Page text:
Door styles - in addition to the styles just mentioned, it is important to also consider additional features such as windows across the top of the door to provide light inside of the garage, the use of steel or wood frames to give decorative doors added security and stability, and insulation which can reduce energy costs in the attached garage by an impressive 15 to 20%; and

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Rolling sectional overhead garage door spring replacement should cost somewhere between $195 to $300 for a quality set springs (50000 cycle rating). This price will very if the garage door repair company charges a service call fee (trip charge). The most important thing to consider along with price is the quality of the springs and the warranty. There are any company that we use lower or mid quality springs and charge on the higher end because they include a lifetime warranty on the springs. The catch is that this warranty will only covers the spring for life and labor only for 30 days to a year. Look for a company that offers a equal parts and labor warranty. This insures that the warranty represents the rating of the springs that are being installed. For instants, you may buy a 1500 cycle rated spring set (last 3 years +or-) for $200 with a lifetime warranty and 1 year on labor. When a spring brakes after 3 year the spring its self is covered but the labor cost to replace the warranty spring can be between $65 to $100. This can add up over the year as the warranty will not restart at the time of the warranty replacement. On the offer hand, if you purchase a set of springs rated at 50000 cycles (last 10 year +or-) for $270 with a 10 year parts and labor warranty and a spring brakes in 8 years it would be replace at $0 cost. A must batter value! Always check service company review and get the details on the quality of springs a garage door repair company uses and the warranty, part and "labor".
As mentioned, the only time you should attempt to open a garage door with a broken torsion spring is during an emergency. Otherwise, you should contact a service technician for emergency repairs. We provide same-day garage door service for people just like you who find themselves stuck and unable to move due to a faulty torsion spring. For prompt, reliable service any time of the day or night, please contact us.
10.4 Raise the second bar 90 degrees and insert the first bar. This is "three." Continue winding. If the spring shortens in length, unwind the spring and switch sides - the springs are on backward. Otherwise, continue winding until you reach a count of "30." This is 7 1/2 turns, which is normal for most 7' doors. Longer life springs are wound the same number of turns. Newer steel doors with only one strut on top often need only 7 1/4 turns. On 8' doors count to 34. Each time you insert a bar into the winding cone, listen for the click to let you know the bar is in all the way. Not inserting the bar all the way could cause the cone to explode.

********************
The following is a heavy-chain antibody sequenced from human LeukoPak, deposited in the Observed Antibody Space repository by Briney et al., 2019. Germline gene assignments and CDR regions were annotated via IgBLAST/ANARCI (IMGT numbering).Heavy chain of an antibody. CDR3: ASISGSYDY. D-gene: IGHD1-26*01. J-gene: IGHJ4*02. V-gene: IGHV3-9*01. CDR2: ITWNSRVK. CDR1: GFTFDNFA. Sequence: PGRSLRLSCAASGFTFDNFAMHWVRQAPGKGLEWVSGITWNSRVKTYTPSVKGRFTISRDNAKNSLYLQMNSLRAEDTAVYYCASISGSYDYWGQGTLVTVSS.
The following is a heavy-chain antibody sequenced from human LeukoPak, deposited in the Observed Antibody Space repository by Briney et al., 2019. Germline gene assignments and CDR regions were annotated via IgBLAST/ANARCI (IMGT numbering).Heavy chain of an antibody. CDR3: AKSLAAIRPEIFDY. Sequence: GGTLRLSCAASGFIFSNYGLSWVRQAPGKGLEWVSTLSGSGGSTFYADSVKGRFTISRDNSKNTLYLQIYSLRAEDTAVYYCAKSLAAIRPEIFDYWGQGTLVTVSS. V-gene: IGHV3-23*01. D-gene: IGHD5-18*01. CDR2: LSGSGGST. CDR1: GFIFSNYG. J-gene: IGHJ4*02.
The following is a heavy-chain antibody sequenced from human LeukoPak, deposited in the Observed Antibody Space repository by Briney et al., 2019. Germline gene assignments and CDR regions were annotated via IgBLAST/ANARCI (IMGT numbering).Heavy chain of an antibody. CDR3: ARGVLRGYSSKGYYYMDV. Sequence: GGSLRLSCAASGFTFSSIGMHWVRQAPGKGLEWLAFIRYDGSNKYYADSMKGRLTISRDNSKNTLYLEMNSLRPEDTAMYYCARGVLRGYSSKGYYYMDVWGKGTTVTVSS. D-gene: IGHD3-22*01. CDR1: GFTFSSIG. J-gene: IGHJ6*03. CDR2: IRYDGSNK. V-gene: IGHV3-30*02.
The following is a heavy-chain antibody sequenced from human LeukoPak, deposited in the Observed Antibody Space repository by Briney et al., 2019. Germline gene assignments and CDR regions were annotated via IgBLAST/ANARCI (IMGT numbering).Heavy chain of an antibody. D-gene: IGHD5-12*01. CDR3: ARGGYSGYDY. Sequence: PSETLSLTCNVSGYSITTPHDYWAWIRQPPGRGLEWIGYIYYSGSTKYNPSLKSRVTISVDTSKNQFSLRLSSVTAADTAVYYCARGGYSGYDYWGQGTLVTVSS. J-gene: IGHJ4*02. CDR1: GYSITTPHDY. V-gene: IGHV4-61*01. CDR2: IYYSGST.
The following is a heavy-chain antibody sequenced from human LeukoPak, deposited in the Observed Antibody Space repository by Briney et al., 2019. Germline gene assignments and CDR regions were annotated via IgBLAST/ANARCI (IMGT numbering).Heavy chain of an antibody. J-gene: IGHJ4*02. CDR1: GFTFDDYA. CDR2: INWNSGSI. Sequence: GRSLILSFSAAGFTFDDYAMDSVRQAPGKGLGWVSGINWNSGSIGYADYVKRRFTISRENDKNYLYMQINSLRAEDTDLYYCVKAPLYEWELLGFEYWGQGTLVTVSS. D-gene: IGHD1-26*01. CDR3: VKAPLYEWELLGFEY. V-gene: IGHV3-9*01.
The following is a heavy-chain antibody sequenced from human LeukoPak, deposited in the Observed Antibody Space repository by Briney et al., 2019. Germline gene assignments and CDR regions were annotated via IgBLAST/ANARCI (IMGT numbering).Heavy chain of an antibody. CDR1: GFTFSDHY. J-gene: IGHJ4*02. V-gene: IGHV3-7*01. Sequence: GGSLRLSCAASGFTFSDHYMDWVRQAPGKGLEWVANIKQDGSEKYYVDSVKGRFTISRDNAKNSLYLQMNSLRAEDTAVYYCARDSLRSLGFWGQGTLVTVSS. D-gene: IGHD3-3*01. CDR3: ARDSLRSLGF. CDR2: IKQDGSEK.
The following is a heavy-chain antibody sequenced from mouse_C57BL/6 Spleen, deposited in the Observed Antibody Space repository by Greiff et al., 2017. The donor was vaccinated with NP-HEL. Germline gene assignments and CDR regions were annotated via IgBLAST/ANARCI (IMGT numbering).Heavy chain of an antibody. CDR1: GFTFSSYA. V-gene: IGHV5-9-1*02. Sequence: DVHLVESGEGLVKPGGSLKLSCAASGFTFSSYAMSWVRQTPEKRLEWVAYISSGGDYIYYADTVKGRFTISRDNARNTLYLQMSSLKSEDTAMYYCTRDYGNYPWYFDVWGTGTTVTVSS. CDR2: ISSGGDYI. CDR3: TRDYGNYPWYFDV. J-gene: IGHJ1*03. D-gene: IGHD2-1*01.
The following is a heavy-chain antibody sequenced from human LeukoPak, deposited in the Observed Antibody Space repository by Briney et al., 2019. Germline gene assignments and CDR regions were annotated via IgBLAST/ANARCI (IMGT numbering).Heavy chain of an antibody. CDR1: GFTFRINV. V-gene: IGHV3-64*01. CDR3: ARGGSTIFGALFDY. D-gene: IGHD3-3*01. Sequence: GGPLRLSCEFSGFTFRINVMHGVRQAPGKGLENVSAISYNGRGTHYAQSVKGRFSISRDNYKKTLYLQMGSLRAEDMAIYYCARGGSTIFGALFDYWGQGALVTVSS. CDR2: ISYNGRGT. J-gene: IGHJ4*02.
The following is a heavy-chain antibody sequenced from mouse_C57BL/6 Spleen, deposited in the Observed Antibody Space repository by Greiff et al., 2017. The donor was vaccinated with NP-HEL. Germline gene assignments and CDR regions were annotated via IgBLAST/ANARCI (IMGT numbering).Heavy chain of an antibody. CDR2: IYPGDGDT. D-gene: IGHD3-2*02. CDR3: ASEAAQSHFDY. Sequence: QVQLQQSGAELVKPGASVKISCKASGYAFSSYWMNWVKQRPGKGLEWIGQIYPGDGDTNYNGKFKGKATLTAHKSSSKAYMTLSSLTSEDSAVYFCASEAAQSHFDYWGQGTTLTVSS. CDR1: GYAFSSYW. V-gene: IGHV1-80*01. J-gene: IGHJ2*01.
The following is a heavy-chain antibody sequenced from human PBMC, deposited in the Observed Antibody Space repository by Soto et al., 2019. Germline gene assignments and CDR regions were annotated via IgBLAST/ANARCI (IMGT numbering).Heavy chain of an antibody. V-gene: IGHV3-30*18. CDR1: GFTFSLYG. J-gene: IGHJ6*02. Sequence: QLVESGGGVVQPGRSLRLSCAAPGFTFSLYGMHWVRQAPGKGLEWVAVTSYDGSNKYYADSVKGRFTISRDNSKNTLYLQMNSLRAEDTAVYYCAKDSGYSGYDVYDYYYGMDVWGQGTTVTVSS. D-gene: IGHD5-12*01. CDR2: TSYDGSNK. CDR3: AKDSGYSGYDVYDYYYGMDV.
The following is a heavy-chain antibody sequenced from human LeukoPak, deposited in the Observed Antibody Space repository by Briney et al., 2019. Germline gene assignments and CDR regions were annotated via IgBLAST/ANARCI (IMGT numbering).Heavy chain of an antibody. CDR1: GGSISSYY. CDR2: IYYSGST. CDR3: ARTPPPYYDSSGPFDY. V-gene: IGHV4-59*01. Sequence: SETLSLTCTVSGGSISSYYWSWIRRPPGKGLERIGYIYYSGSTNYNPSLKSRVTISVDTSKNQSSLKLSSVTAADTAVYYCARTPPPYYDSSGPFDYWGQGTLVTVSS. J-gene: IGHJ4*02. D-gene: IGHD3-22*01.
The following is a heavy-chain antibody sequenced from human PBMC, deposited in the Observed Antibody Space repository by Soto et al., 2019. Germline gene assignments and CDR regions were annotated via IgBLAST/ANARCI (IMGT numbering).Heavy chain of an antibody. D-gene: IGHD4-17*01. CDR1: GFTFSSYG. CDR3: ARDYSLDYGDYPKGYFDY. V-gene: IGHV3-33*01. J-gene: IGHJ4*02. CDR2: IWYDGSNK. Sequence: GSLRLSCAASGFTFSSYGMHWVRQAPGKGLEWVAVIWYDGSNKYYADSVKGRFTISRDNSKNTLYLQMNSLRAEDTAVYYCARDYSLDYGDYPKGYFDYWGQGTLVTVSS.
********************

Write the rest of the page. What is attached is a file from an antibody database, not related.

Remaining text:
There are knobs or dials located somewhere on your garage door motor that you can use to adjust the limit settings. The exact location and resetting procedures will vary depending on the brand and model of garage door you have. Your owner’s manual should have more specific information on how to adjust your limits. You may need to experiment with a few adjustments before finally getting the correct setting. If you find that adjusting the limit settings isn’t working, it might be time to call a technician to come and help get your garage door to stay closed.
9.4 Slide the end of the shaft into the end bearing plate. Tighten the set screws an additional 1/4 to 1/2 turns beyond the point you finger-tightened them. Add an additional 1/4 turn if you could not find the original set screw indentations in the previous step. Heavier wooden garage doors may require an additional 1/4 turn. Caution: Under-tightening the drums could cause the drum to slip and the door to cock or fall. Over-tightening the set screws could damage the shaft or drum, resulting in the same problems. This is a critical step.
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There are many steps to replacing torsion springs, but overall it's a simple, straightforward process. If you're inclined to attempt it, find a good online video tutorial (preferably done by a garage door pro) that walks you through the entire process, including how to buy the right size of springs. You can also buy new springs and any related parts online, along with the most important items that you need: the two solid-metal winding rods that you use to wind and unwind the torsion springs.